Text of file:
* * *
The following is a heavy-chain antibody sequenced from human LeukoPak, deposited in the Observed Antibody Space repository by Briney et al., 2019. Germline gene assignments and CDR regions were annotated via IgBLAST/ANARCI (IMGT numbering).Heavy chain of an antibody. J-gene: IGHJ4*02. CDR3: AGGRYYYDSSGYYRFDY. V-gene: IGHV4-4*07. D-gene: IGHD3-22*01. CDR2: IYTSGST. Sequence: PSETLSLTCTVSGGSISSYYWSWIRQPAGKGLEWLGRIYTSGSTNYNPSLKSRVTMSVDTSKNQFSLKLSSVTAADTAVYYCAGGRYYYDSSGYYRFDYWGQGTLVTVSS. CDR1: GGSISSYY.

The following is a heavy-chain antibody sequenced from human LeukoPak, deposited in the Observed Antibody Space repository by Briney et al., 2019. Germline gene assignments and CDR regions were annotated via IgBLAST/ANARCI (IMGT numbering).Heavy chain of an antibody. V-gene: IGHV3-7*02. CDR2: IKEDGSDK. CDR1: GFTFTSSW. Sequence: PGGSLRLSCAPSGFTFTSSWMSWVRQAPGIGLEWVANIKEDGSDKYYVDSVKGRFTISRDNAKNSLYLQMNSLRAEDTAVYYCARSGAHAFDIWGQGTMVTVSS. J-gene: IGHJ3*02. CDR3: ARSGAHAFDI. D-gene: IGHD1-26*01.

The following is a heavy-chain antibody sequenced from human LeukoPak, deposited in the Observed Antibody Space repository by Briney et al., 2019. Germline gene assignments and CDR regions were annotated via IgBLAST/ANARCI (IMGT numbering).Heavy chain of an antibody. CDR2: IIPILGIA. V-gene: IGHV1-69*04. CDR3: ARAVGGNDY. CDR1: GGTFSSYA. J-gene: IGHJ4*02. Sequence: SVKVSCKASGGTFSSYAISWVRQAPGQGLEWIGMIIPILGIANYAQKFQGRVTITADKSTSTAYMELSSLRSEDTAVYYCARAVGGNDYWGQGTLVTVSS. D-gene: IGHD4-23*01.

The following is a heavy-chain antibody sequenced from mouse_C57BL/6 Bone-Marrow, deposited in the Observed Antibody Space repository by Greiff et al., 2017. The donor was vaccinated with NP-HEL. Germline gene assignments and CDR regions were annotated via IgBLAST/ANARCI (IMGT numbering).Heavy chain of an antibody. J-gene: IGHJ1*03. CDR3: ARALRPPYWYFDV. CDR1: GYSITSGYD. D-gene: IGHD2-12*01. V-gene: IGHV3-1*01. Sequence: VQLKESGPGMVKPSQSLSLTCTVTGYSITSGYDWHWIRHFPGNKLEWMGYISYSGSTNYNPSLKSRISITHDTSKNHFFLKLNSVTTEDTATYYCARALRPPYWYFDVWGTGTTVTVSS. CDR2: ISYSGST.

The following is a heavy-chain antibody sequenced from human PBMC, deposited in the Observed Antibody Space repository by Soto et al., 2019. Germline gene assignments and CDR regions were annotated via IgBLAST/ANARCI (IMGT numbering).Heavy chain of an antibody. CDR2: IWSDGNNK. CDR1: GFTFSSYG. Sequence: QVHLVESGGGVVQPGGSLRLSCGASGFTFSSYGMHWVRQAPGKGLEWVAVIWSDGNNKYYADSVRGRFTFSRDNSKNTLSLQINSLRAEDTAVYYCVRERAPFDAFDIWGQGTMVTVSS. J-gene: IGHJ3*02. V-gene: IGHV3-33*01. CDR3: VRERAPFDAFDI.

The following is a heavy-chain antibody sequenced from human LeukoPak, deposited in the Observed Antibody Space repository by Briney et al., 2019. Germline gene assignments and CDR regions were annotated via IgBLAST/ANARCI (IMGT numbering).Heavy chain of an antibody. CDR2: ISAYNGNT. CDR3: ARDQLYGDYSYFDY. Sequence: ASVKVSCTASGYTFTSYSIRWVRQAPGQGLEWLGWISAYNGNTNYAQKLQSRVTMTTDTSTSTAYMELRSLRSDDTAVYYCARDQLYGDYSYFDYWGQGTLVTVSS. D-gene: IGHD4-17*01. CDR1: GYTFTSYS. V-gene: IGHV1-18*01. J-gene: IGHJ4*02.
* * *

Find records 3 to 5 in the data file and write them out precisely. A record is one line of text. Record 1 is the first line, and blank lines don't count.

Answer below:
The following is a heavy-chain antibody sequenced from human LeukoPak, deposited in the Observed Antibody Space repository by Briney et al., 2019. Germline gene assignments and CDR regions were annotated via IgBLAST/ANARCI (IMGT numbering).Heavy chain of an antibody. CDR2: IIPILGIA. V-gene: IGHV1-69*04. CDR3: ARAVGGNDY. CDR1: GGTFSSYA. J-gene: IGHJ4*02. Sequence: SVKVSCKASGGTFSSYAISWVRQAPGQGLEWIGMIIPILGIANYAQKFQGRVTITADKSTSTAYMELSSLRSEDTAVYYCARAVGGNDYWGQGTLVTVSS. D-gene: IGHD4-23*01.

The following is a heavy-chain antibody sequenced from mouse_C57BL/6 Bone-Marrow, deposited in the Observed Antibody Space repository by Greiff et al., 2017. The donor was vaccinated with NP-HEL. Germline gene assignments and CDR regions were annotated via IgBLAST/ANARCI (IMGT numbering).Heavy chain of an antibody. J-gene: IGHJ1*03. CDR3: ARALRPPYWYFDV. CDR1: GYSITSGYD. D-gene: IGHD2-12*01. V-gene: IGHV3-1*01. Sequence: VQLKESGPGMVKPSQSLSLTCTVTGYSITSGYDWHWIRHFPGNKLEWMGYISYSGSTNYNPSLKSRISITHDTSKNHFFLKLNSVTTEDTATYYCARALRPPYWYFDVWGTGTTVTVSS. CDR2: ISYSGST.

The following is a heavy-chain antibody sequenced from human PBMC, deposited in the Observed Antibody Space repository by Soto et al., 2019. Germline gene assignments and CDR regions were annotated via IgBLAST/ANARCI (IMGT numbering).Heavy chain of an antibody. CDR2: IWSDGNNK. CDR1: GFTFSSYG. Sequence: QVHLVESGGGVVQPGGSLRLSCGASGFTFSSYGMHWVRQAPGKGLEWVAVIWSDGNNKYYADSVRGRFTFSRDNSKNTLSLQINSLRAEDTAVYYCVRERAPFDAFDIWGQGTMVTVSS. J-gene: IGHJ3*02. V-gene: IGHV3-33*01. CDR3: VRERAPFDAFDI.